News dropped this month that Ohio State University charged scores of students with cheating in a business course taken in the spring, saying that 83 students used the messaging app GroupMe for “unauthorized collaboration on graded assignments.”
“Students are welcome to use social media tools like GroupMe to communicate with classmates but must remember that the rules are the same for online and in-person interactions,” OSU spokesman Ben Johnson said in an email. “For example, in most cases, sharing the due date for a homework assignment is perfectly acceptable, but sharing the answers to a final exam is not. Students should not share anything online that is prohibited by the rules for the course.”
GroupMe is a messaging app that specializes in creating group chats in lieu of texting or emailing large numbers of people at a time. The app allows for the creation of multiple groups, meaning users could use the app to organize one chat for a course, another for a club or organization and another for co-workers, for example.
The specifics of the case remain unknown for now, but with the app’s prevalence on college campuses -- especially for legitimate purposes, such as to form study groups, organize group projects or disseminate information about the syllabus -- the accusations also lead to some questions about the safety of using the app. In a worst-case scenario, could students who used a GroupMe for legitimate purposes get in trouble when someone shares test answers? Could one post taint a whole group message and everyone involved in it?
There is no indication that scenario applies to OSU necessarily -- the university hasn’t released the details of the case, which would include confidential student information, and the students involved have not yet been found guilty or punished.
But posts on social media and forums throughout the years have expressed concern about students who claim they were caught up in a GroupMe discussion that spiraled into cheating, although they claim they didn’t personally participate in it. Additionally, the app’s settings allow users to disable its notifications -- useful when there are dozens or hundreds of users in a single chat, which might occur in a group made for a large lecture -- meaning that in theory, a student could be oblivious to any cheating going on.
How exactly OSU sorted out the number of students it charged, whether the GroupMe chat in question featured more than 83 students and under what pretense it was created are unclear. Regardless, though, the students have a right to defend themselves just like any other student accused of academic misconduct.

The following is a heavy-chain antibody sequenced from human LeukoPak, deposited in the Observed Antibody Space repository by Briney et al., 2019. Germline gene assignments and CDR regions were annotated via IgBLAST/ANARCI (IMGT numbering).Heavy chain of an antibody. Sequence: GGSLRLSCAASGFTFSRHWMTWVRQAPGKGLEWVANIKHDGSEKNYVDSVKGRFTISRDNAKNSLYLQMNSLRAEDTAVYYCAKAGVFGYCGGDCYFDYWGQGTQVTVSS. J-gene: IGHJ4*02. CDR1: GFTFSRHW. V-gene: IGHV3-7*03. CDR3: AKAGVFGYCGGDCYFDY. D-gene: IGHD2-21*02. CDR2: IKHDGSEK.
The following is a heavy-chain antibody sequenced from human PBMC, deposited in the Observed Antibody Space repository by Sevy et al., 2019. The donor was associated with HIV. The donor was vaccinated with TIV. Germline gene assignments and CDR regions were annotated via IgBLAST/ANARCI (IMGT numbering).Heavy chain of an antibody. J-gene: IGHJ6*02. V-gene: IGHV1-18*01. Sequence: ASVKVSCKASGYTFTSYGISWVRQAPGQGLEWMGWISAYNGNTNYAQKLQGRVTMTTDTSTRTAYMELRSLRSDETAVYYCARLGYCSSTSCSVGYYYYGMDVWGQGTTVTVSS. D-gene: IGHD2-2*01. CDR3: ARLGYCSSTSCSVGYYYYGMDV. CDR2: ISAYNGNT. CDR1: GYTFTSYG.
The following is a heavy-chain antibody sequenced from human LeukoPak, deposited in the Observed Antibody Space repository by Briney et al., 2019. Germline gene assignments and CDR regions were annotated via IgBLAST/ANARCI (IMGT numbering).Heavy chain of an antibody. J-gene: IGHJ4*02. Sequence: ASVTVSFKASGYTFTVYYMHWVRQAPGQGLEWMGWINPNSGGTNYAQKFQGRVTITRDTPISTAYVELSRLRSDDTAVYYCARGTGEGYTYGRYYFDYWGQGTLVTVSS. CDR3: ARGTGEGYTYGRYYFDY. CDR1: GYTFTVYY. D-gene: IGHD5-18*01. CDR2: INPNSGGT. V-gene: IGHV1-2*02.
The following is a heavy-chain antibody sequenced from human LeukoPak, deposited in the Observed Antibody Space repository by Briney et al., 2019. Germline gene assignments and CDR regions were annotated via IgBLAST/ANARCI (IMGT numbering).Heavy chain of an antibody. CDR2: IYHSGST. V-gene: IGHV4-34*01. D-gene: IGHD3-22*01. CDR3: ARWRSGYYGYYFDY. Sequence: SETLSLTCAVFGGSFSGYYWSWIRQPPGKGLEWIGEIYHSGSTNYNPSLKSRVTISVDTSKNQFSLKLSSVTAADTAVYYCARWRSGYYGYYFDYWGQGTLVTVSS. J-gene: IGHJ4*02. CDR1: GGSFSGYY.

“Any form of academic misconduct is unacceptable and the university takes all allegations seriously,” Johnson said. “Students charged with academic misconduct violations may accept responsibility for the charges or request a hearing before [the Committee on Academic Misconduct] pursuant to the Code of Student Conduct.”
OSU isn’t the first university to say the lines between acceptable and unacceptable GroupMe behavior have been crossed.
In a post on Reddit two weeks ago, a user complained about a girlfriend being caught up in a cheating scandal for simply being a part of a GroupMe message that was organized for the class. Some students started passing along answers to an exam, although the woman apparently didn't participate.
"She was a member of the chat but only said one thing that was non-test related and took her exam at home by herself. Any advice on how she can fight this accusation or what she can do? She is trying to get into the nursing program and has never received a grade lower than an A before. She is absolutely devastated right now," the post read. The woman reportedly was later cleared by the unnamed university.
Representatives from GroupMe did not respond to a request for comment.
But where does this all leave students? Should they abandon the app altogether in an attempt to distance themselves from students who engage in cheating?
That was the conclusion some on the Reddit forum came to.
"She was part of the chat, even though she didn't say anything related to the test she still would have had access to the answers shared within the chat. By agreeing to be part of the chat and not instantly leaving it and reporting it when she realized what was going on, she willingly participated in academic dishonesty," one user wrote. "There's nothing really she can do to fight this accusation at this point, it's too late for her to do anything about it. She'll have to accept the consequences like an adult and learn from this experience."
Others said to avoid using GroupMe entirely in order to avoid the risk of being part of a group where cheating takes place.
Eric Stoller, an education consultant who also writes about tech and social media for Inside Higher Ed, said that instances where innocent students allegedly get caught up in GroupMe crackdowns might to show a lag between university policy and evolving technology.
“It seems to me that this is a case of university policy not keeping up with the times. My guess is that most of the students in these group chats had no intention to cheat and that they were using the GroupMe app (which is hugely popular) to connect with their classmates for the usual types of peer-to-peer student interaction: support, community and networking,” Stoller said via email.
"Again, I think this is a gray area within apps and digital communities. University academic honesty codes aren't usually structured in a way that keeps up with emerging technologies and evolving group communications."